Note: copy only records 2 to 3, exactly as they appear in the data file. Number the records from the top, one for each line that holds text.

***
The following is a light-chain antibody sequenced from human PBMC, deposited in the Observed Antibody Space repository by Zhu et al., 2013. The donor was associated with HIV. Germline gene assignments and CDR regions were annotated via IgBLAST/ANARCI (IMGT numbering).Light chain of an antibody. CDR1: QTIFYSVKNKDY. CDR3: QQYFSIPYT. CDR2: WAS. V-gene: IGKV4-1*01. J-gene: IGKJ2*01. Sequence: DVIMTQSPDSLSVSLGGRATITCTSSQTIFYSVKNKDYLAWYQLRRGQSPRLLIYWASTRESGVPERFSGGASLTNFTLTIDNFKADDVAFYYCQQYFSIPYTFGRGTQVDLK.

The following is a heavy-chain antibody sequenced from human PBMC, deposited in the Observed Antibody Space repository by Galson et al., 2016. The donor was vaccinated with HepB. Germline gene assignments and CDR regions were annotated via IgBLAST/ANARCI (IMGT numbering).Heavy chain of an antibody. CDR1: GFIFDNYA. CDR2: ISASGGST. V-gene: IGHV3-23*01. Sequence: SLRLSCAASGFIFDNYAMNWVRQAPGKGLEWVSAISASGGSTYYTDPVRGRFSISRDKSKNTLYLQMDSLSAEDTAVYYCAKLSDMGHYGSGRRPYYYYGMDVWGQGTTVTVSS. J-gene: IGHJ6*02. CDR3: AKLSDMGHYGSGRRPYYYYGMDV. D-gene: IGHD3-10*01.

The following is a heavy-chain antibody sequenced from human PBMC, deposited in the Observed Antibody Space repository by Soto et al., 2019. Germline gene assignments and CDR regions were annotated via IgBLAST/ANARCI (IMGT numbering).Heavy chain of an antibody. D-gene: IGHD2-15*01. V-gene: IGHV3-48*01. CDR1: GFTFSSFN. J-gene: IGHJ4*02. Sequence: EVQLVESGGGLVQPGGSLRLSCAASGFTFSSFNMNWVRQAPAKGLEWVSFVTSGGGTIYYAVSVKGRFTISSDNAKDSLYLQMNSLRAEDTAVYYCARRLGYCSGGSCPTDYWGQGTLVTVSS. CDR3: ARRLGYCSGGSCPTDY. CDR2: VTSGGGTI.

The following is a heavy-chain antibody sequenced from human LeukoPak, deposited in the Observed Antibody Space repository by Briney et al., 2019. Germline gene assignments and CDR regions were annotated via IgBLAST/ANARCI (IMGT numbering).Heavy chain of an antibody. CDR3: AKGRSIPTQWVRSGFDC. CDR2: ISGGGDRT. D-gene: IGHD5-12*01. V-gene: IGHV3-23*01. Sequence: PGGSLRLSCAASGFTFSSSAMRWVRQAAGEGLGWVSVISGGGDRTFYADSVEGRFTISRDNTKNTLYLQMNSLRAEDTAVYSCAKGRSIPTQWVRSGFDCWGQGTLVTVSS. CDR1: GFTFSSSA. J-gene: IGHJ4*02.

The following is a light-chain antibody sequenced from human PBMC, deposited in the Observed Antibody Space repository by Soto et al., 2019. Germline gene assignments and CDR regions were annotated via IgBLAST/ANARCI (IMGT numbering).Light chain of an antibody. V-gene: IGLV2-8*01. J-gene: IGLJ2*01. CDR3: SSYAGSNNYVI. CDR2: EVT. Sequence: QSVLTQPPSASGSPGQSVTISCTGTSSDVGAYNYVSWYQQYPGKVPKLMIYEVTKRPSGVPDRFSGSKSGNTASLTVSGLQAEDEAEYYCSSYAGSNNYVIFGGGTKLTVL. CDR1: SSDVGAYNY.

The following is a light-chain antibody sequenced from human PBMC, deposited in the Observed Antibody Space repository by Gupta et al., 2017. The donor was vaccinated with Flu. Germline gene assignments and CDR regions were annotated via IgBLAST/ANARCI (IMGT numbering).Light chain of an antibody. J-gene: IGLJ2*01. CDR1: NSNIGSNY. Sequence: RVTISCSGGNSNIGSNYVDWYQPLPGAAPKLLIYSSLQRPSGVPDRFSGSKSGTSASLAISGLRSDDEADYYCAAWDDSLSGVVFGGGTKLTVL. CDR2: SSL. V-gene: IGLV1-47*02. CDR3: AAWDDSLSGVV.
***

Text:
The following is a heavy-chain antibody sequenced from human PBMC, deposited in the Observed Antibody Space repository by Galson et al., 2016. The donor was vaccinated with HepB. Germline gene assignments and CDR regions were annotated via IgBLAST/ANARCI (IMGT numbering).Heavy chain of an antibody. CDR1: GFIFDNYA. CDR2: ISASGGST. V-gene: IGHV3-23*01. Sequence: SLRLSCAASGFIFDNYAMNWVRQAPGKGLEWVSAISASGGSTYYTDPVRGRFSISRDKSKNTLYLQMDSLSAEDTAVYYCAKLSDMGHYGSGRRPYYYYGMDVWGQGTTVTVSS. J-gene: IGHJ6*02. CDR3: AKLSDMGHYGSGRRPYYYYGMDV. D-gene: IGHD3-10*01.

The following is a heavy-chain antibody sequenced from human PBMC, deposited in the Observed Antibody Space repository by Soto et al., 2019. Germline gene assignments and CDR regions were annotated via IgBLAST/ANARCI (IMGT numbering).Heavy chain of an antibody. D-gene: IGHD2-15*01. V-gene: IGHV3-48*01. CDR1: GFTFSSFN. J-gene: IGHJ4*02. Sequence: EVQLVESGGGLVQPGGSLRLSCAASGFTFSSFNMNWVRQAPAKGLEWVSFVTSGGGTIYYAVSVKGRFTISSDNAKDSLYLQMNSLRAEDTAVYYCARRLGYCSGGSCPTDYWGQGTLVTVSS. CDR3: ARRLGYCSGGSCPTDY. CDR2: VTSGGGTI.